An interim dividend is the distribution of earnings to shareholders before the end of the fiscal year. Such dividends are typically paid out monthly or quarterly and in smaller amounts than an annual dividend.
An interim dividend is the distribution of earnings to shareholders before the end of the fiscal year.
Companies pay dividends to incentivize equity investors that are looking for income together with share price appreciation.
Dividends are usually calculated as a percentage of earnings and distributed on a per-share basis.
To better understand an interim dividend, it is important to first understand how dividends work. Generally speaking, companies have the option to raise capital through two major asset classes – debt and equity. Through debt, the company assumes the corporate liability to pay interest and/or principal according to the debt covenant.
Alternatively, companies can issue equity. To investors, equity is riskier than debt on two fronts.
First, in the event of the company’s bankruptcy, debt holders enjoy seniority in claiming liquidation proceeds. Equity holders are the last in line, meaning they may receive little to nothing. Secondly, debt holders are legally entitled to repayment of the interest and/or principal, while equity investors receive no guarantee as to recovery of their investment.
Therefore, companies may choose to reward equity investors by distributing their earnings through dividends. Dividends are most commonly paid out as cash or shares but can also be in the form of assets or scrips.
Mature, large-cap companies are more likely to pay dividends compared to small-growth companies. It is because of the large companies’ mature business models and stable cash flows and earnings.
On the other hand, small growth companies generally tend not to pay dividends because they prefer to use their earnings to reinvest back into the company. Equity investors will still invest in such companies despite the lack of dividends because they see higher growth prospects and, therefore, higher share price appreciation expectations.
Dividends are usually calculated as a percentage of earnings and distributed on a per-share basis. For example, Company X decides to distribute 50% of its earnings to its shareholders. If they report earnings of $1 million and 2 million shares outstanding, each share will get (1M*50%)/2M = $0.25/share dividend payout.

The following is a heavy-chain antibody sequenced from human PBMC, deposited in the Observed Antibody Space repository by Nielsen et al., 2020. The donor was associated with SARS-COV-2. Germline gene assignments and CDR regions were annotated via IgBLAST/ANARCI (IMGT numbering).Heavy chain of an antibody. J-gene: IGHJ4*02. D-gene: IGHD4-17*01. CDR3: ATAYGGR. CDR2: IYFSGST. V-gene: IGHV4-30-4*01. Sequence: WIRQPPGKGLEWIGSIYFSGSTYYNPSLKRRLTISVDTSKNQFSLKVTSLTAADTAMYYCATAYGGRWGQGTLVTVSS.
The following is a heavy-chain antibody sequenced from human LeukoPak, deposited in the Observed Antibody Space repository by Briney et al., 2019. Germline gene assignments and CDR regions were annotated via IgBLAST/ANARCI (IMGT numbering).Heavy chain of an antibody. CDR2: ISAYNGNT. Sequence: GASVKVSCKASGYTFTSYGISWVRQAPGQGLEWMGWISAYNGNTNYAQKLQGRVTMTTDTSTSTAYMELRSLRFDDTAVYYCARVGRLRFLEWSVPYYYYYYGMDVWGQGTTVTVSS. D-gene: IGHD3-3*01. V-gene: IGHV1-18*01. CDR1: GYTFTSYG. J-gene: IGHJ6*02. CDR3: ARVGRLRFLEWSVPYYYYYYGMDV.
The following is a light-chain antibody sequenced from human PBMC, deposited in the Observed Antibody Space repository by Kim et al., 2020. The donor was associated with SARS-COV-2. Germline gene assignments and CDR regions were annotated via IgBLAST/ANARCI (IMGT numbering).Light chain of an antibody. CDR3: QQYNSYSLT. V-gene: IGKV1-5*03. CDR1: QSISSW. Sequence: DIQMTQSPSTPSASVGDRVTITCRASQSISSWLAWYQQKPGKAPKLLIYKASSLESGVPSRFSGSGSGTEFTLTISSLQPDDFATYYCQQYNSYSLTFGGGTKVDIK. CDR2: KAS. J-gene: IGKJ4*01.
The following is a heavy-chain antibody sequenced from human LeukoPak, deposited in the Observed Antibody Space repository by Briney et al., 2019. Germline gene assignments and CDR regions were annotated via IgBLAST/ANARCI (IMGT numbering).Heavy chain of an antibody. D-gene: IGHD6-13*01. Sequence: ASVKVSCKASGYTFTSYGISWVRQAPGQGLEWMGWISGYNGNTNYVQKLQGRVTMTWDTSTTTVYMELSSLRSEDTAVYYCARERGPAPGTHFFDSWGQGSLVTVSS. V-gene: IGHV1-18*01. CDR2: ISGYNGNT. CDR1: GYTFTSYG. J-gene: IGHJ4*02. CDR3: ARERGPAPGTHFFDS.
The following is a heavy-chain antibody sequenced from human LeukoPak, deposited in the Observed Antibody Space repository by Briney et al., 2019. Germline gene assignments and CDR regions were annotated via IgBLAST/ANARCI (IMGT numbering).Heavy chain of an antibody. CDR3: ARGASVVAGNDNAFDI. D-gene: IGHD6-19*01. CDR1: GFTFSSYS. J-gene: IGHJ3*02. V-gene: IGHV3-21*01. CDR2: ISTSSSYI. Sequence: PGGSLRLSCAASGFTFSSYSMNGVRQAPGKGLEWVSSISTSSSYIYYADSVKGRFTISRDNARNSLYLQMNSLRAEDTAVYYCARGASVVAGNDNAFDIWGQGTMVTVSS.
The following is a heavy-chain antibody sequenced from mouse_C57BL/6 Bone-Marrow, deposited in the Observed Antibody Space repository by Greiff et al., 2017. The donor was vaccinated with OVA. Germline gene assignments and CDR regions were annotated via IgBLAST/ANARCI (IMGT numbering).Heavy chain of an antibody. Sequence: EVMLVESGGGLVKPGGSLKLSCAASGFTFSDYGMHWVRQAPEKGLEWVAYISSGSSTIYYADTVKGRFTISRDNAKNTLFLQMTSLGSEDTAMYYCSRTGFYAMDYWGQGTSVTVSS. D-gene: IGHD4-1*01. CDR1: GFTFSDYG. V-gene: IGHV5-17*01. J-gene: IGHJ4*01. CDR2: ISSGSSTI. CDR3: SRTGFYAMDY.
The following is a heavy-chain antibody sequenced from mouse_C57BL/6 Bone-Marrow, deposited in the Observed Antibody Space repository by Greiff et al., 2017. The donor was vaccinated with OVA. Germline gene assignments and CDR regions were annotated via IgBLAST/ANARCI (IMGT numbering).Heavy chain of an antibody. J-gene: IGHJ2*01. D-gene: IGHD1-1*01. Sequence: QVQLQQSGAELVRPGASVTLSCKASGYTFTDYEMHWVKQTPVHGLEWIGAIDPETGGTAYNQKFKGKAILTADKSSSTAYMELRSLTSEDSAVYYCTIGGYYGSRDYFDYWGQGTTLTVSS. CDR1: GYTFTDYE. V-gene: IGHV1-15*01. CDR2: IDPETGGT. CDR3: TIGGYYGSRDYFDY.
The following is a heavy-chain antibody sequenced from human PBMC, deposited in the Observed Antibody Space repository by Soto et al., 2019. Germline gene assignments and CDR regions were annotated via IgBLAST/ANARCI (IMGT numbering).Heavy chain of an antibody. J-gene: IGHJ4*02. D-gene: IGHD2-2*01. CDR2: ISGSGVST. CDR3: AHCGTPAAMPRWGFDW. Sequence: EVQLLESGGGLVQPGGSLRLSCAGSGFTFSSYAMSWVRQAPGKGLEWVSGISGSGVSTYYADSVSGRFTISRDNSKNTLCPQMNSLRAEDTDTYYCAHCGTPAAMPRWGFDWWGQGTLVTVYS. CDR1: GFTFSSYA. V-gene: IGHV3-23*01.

Types of Dividends
The three types of dividends are:
1. Final Dividend
The final dividend is paid out after the audited final version of financial statements – the SEC Form 10-K in the United States. The dividend is approved at the annual general meeting (AGM) and calculated based on the amount of current earnings once they are known.
2. Interim Dividend
The interim dividend is paid out before the annual audited financial statements – typically along with the SEC Form 10-Q, a quarterly unaudited report. Since current earnings are not known, interim dividends are paid from retained earnings (earnings accumulated from previous fiscal years). They are declared by the company’s board of directors, but the final approval comes from the shareholders.
3. Special Dividend
A special dividend is a non-recurring dividend that is not scheduled like the final and interim dividends. Such dividends are rare in that they are usually due to exceptional earnings or in anticipation of financial structural changes.
Real-Life Example of Interim Dividend
Home Depot (NYSE: HD) is a large-cap company in the Dow Jones Index that distributes interim dividends on a quarterly basis. For the fiscal year 2020, Home Depot distributed $1.50/share of interim dividends from their retained earnings every quarter from Q1-Q3. After their annual general meeting and audited Form 10-K, the company distributed $1.65/share from their current earnings as the final dividend in Q4.
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